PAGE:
Structural plasticity analysis, PDF and ANF-GFP immunoreactivity

Images were taken with a 40× objective and an optical zoom of 2×. For the analysis of PDF immunoreactivity all pictures were taken employing the same confocal settings and quantification was performed using Image J software (downloaded from http://rsbweb.nih.gov/ij/). Briefly, mCD8GFP signal was adjusted to threshold levels generating a selection that delimit the area of sLNv axonal terminals. This selection was then applied to the PDF channel and mean intensity was measured. A rectangle of the same or a higher area was located outside of PDF neurons and used to subtract background signal. The same protocol was applied to measure GFP levels in ANF-GFP experiments with the exception that mCD8RFP was used to delimit the circuitry. Structural plasticity was analyzed as reported [14]. Total axonal length was measured with the LSM Image Browser Software by following the principal axonal branch of the dorsal projections (illustrated in Figure S1C). In all cases the analysis was performed blind.

Quantitative real-time PCR

Total RNA isolation from fly head extracts was performed using Trizol (Invitrogen, Carlsbad, CA), and FastStart Universal SYBR Green Master (Roche) was used for reverse transcription following the manufacturer's instructions. The real-time assays were conducted in the Stratagene Mx3000P QPCR System (La Jolla, CA) using SYBR green as the detection system and ROX as reference dye. The primers were designed using Primer3 (available online at http://frodo.wi.mit.edu/primer3/). mRNA levels were assessed from four independent RNA extractions and two technical replicates were performed on each sample. Only primer pairs with efficiency between 90% and 110% were used. For pdf the following primers were used: Forward ‘GCCACTCTCTGTCGCTATCC’ and Reverse ‘CAGTGGTGGGTCGTCCTAAT’. RpL49 was used for normalization and the following primers were used: Forward ‘GAACAAGAAGGCCCATCGTA’ and Reverse ‘AGTAACAGGCTTGGCTTGC’.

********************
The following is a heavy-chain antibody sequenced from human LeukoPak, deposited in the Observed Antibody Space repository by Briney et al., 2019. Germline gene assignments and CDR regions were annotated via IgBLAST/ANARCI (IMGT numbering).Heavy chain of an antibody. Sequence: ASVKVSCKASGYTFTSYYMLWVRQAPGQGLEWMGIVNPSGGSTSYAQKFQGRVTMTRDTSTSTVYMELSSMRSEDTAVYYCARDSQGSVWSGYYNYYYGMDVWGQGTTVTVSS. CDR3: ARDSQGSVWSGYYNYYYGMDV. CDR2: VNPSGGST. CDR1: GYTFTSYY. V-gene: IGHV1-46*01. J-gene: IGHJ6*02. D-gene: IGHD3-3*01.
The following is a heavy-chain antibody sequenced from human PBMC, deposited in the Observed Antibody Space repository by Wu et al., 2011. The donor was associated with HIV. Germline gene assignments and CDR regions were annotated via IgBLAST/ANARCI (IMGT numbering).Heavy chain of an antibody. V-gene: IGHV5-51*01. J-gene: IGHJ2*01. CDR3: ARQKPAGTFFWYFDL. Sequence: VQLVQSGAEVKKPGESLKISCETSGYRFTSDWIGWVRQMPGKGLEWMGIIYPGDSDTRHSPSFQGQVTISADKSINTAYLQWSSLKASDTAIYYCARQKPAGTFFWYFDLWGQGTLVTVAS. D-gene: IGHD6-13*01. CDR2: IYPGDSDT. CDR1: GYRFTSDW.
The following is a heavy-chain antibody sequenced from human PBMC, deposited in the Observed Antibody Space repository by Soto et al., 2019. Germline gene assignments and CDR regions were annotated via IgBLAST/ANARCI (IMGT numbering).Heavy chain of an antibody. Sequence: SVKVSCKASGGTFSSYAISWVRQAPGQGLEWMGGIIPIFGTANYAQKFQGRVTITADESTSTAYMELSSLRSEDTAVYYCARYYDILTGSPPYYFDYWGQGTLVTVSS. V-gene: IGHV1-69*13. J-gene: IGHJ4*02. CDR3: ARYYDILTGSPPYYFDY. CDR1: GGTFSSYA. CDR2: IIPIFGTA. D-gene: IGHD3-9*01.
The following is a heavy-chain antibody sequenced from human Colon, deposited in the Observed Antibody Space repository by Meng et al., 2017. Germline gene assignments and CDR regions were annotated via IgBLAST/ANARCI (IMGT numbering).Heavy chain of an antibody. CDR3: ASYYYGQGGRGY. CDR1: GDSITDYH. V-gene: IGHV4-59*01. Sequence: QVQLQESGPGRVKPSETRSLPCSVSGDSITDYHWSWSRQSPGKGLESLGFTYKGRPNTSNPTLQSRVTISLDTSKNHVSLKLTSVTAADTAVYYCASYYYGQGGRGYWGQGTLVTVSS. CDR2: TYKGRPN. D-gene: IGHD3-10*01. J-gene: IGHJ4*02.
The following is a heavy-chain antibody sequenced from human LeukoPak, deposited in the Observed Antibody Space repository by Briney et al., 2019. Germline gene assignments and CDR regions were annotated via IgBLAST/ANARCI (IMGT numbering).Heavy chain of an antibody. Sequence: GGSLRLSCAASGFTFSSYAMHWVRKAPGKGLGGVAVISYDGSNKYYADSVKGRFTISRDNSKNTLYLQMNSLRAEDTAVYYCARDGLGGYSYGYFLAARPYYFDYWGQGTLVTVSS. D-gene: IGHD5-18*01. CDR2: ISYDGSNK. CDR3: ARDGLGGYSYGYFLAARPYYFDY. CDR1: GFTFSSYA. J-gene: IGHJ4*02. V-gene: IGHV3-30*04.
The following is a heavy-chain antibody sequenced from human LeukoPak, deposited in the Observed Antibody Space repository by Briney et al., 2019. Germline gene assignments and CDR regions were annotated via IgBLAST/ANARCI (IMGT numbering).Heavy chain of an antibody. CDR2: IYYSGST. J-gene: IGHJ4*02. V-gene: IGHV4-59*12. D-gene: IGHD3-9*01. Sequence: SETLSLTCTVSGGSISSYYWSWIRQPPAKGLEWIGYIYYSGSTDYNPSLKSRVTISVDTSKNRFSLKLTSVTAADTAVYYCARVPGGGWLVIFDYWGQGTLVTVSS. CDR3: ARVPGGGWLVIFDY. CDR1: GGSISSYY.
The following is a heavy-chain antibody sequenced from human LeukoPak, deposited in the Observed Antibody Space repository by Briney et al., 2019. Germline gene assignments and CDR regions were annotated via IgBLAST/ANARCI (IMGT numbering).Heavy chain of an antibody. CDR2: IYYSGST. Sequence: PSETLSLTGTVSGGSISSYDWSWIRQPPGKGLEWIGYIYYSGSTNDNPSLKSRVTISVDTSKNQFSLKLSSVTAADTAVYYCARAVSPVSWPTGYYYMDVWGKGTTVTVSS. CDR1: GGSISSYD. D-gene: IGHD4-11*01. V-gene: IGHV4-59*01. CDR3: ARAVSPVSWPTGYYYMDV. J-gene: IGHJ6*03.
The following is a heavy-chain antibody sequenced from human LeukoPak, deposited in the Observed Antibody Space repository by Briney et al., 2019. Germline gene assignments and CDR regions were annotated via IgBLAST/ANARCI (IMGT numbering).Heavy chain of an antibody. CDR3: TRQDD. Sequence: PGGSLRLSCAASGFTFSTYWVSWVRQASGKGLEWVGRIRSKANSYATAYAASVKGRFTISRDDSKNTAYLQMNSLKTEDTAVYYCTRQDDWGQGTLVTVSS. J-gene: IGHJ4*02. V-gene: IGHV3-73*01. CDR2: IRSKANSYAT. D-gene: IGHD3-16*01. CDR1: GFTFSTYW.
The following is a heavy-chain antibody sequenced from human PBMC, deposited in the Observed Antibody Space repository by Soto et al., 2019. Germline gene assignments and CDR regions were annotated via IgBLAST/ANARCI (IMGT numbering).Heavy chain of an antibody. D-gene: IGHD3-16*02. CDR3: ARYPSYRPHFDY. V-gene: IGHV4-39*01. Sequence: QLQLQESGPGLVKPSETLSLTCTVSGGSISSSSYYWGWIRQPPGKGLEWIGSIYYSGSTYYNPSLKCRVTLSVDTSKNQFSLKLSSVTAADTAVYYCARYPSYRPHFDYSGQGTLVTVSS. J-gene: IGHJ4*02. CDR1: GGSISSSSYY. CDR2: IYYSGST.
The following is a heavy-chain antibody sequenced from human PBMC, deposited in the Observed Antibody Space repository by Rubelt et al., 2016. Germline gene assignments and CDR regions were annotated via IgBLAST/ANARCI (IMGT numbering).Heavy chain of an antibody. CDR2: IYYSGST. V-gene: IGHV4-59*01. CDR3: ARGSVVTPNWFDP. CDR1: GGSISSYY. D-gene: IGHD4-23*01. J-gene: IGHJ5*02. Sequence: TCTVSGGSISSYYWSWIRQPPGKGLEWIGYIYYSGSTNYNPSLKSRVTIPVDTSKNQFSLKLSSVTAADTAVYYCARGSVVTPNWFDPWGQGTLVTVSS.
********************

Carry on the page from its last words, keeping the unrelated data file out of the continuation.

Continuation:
Purification and refolding of recombinant Mmps

The catalytic domains of Drosophila Mmp1 (735 bp) and Mmp2 (483 bp) were expressed in E. Coli as a His fusion protein. Catalytic domains were cloned after PCR amplification using the following plasmids as templates (Drosophila Genome Resource Center, RE19818 and SD03462 for Mmp1 and Mmp2, respectively) and then transformed into E. coli BL21 AI (Invitrogen). The following primers were used: Forward ‘CAATCGGCACCCGTTTCCACC’ and Reverse ’CTAATACAGTGACTGGATGGCCGC’ for Mmp1 and Forward ‘CAGGGACCCAAGTGGTCCAGAA’ and Reverse ‘AACCTAGTACAACTGCTGAATGCC’ for Mmp2. Expression was induced by addition of 0.2% L-arabinose (Calbiochem), followed by incubation for 2 hours at 37°C. Recombinant Mmp1 was solubilized using 50 mM Tris-HCl (pH 8.5) containing 500 mM NaCl, 2 M urea, 1 mM β-mercaptoethanol, 1 mM PMSF, and 1% Triton x-100. Recombinant Mmp2 was solubilized using 20 mM Tris-HCl, pH 7.6, containing 6 M GdnHCl and 5 mM DTT. Both recombinant proteins were purified by FPLC with a His Trap Ni2+-chelating column (GE Healthcare) with a 0–250 mM Imidazol gradient at 0.5 ml/min flow during 50 minutes. After sodium dodecyl sulfate–polyacrylamide gel electrophoresis (SDS-PAGE) analysis, fractions with the recombinant protein were pooled. Refolding of Mmp1 was achieved by dialysis against a 50 mM Tris buffer (pH 7.6) containing 5 mM CaCl2, 200 mM NaCL, 50 µM ZnSO4, 0.05% Brij 35, 20% glycerol and 2 mM DTT, O.N at 4°C. Refolding of Mmp2 was obtained by a 2-step dialysis, first against a 50 mM Tris buffer (pH 7.6) containing 5 mM CaCl2, 200 mM NaCL, 50 µM ZnSO4, 0.05% Brij 35, 20% glycerol and 2 M GndHCl, for 16 h at 4°C and then against the same buffer containing 2 mM DTT without GndHCl, for 16 h at 4°C. After concentration with a 10 kDa cut-off Amicon Ultra-15 Centrifugal Filter (Millipore), the enzyme preparations were stored with 40% glycerol at −20°C for activity assays.